Searching over 5,500,000 cases.


searching
Buy This Entire Record For $7.95

Download the entire decision to receive the complete text, official citation,
docket number, dissents and concurrences, and footnotes for this case.

Learn more about what you receive with purchase of this case.

The Surfrider Foundation v. United States Steel Corp.

United States District Court, N.D. Indiana, Hammond Division

December 6, 2018

THE SURFRIDER FOUNDATION, Plaintiff,
v.
UNITED STATES STEEL CORPORATION, Defendant. THE CITY OF CHICAGO, Plaintiff,
v.
UNITED STATES STEEL CORPORATION, Defendant.

          OPINION AND ORDER

          Andrew P. Rodovich United States Magistrate Judge

         This matter is before the court on the Motion to Lift Stay of Proceedings [DE 26] filed by the plaintiffs, Surfrider Foundation and City of Chicago, on July 13, 2018, and the Motion for Leave to File Surreply in Opposition to Plaintiffs' Motion to Lift Stay of Proceedings Instanter [DE 29] filed by the defendant, United States Steel Corporation, on September 17, 2018. For the following reasons, the Motion to Lift Stay of Proceedings [DE 26] is DENIED without prejudice, and the Motion for Leave to File Surreply in Opposition to Plaintiffs' Motion to Lift Stay of Proceedings Instanter [DE 29] is GRANTED.

         Background

         The plaintiffs, Surfrider Foundation and City of Chicago, commenced two separate actions on January 17, 2018 and January 24, 2018, respectively, against the defendant, United States Steel Corporation, under §505 of the Clean Water Act (CWA), 33 U.S.C. §1365. Surfrider's citizen suit has raised statutory claims for relief, alleging that U.S. Steel discharged pollutants in violation of §301 of the CWA, 33 U.S.C. §1311, and in violation of the National Pollutant Discharge Elimination System (NPDES) permits issued to U.S. Steel pursuant to §402 of the CWA, 33 U.S.C. §1342. The City's citizen suit includes the same claims and adds a sixth claim for negligence. The court on March 1, 2018, consolidated the plaintiffs' actions for discovery and trial purposes.

         On April 2, 2018, the United States and the State of Indiana (the Governments) initiated a separate but related action against U.S. Steel, United States v. United States Steel Corporation, No. 2:18-cv-127, (N.D. Ind. 2018). The Governments lodged a proposed Consent Decree that purported to resolve the Governments' claims against U.S. Steel. The parties indicated that the facts alleged in the Governments' complaint and the instant matter relate to the same factual issues and claims and allege similar CWA violations by U.S. Steel. Therefore, the parties filed a joint motion requesting that the court stay the proceedings in the instant matter on April 4, 2018.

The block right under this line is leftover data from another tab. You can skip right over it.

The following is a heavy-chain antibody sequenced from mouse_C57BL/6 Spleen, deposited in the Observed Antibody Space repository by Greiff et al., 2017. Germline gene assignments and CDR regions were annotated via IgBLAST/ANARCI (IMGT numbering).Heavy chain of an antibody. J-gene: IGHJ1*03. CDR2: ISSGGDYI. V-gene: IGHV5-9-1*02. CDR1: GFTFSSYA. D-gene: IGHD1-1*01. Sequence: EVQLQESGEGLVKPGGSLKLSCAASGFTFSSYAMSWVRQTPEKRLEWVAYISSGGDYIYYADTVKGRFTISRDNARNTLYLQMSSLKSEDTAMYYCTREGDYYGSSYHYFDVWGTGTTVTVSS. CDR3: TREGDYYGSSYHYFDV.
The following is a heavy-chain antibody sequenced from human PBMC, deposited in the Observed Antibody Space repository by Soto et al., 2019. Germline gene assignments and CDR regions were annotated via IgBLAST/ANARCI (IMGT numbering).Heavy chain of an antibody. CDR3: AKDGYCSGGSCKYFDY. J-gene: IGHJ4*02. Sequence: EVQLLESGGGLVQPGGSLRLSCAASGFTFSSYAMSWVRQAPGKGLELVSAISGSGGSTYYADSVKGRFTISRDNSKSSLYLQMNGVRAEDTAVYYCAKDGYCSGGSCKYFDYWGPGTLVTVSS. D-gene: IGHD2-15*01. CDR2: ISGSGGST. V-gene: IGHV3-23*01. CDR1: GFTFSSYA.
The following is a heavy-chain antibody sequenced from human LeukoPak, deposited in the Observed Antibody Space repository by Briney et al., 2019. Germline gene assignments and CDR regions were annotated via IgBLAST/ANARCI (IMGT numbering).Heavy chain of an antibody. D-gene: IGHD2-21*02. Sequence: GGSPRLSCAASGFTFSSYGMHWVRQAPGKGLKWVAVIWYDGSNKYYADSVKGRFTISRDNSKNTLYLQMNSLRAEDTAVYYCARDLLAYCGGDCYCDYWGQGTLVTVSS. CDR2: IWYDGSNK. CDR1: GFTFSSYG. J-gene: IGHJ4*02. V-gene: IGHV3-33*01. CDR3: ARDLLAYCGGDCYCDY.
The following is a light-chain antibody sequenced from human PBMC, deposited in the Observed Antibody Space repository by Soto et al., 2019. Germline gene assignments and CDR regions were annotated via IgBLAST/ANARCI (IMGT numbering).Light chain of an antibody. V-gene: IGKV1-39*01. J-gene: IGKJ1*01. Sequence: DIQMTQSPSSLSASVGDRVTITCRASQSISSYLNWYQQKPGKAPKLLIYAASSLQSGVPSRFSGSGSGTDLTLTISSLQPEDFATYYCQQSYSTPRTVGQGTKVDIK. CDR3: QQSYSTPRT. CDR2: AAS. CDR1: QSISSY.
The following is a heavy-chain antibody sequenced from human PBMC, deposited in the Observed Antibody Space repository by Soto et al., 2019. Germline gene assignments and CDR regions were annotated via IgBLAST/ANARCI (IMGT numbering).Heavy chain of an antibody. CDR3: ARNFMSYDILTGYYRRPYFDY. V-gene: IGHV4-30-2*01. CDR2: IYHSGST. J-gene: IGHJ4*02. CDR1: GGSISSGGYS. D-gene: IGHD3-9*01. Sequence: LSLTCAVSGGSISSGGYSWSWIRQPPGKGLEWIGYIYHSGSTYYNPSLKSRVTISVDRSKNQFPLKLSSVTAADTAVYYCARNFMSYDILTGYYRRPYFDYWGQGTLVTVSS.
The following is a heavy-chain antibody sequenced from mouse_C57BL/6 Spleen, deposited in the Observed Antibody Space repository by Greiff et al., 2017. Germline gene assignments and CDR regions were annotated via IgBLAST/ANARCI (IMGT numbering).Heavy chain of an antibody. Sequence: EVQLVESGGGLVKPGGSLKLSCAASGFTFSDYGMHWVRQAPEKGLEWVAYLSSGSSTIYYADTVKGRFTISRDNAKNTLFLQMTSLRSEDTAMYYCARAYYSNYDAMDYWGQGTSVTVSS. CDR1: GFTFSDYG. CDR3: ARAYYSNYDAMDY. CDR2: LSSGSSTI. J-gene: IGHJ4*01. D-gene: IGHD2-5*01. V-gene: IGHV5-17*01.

The parties, in the joint motion to stay, indicated that a final Consent Decree resolving the claims raised in the Governments' complaint would have the potential to narrow or resolve most or all of the plaintiffs' claims in the plaintiffs' complaints, thereby reducing or streamlining any discovery or further litigation necessary in this action. [DE 22 ¶ 3]. Additionally, the parties indicated that the public notice and comment period for the proposed Consent Decree would provide the parties with an opportunity to negotiate and settle any potentially unresolved issues, thereby providing another avenue to avoid further litigation. [DE 22 ¶ 3]. The parties agreed that: (i) a stay would not unduly prejudice or tactically disadvantage any of the parties; (ii) a stay would simplify the issues in question and streamline the trial; and (iii) a stay would reduce the burden of litigation on the parties and on the court. [DE 22 ¶ 4]. The court stayed the proceedings on April 6, 2018.

         The plaintiffs have filed the instant motion requesting the court to lift the stay. U.S. Steel filed a response in opposition of August 3, 2018, and the plaintiffs filed on reply on August 13, 2018. Additionally, U.S. Steel has filed a motion requesting leave to file a surreply in opposition to the plaintiffs' motion to lift the stay. U.S. Steel has indicated that the plaintiffs have filed motions to intervene in the Governments' complaint and the Governments have engaged U.S. Steel in significant discussions regarding the public comments and potential amendments to the proposed Consent Decree. The plaintiffs filed a response in opposition on September 21, 2018.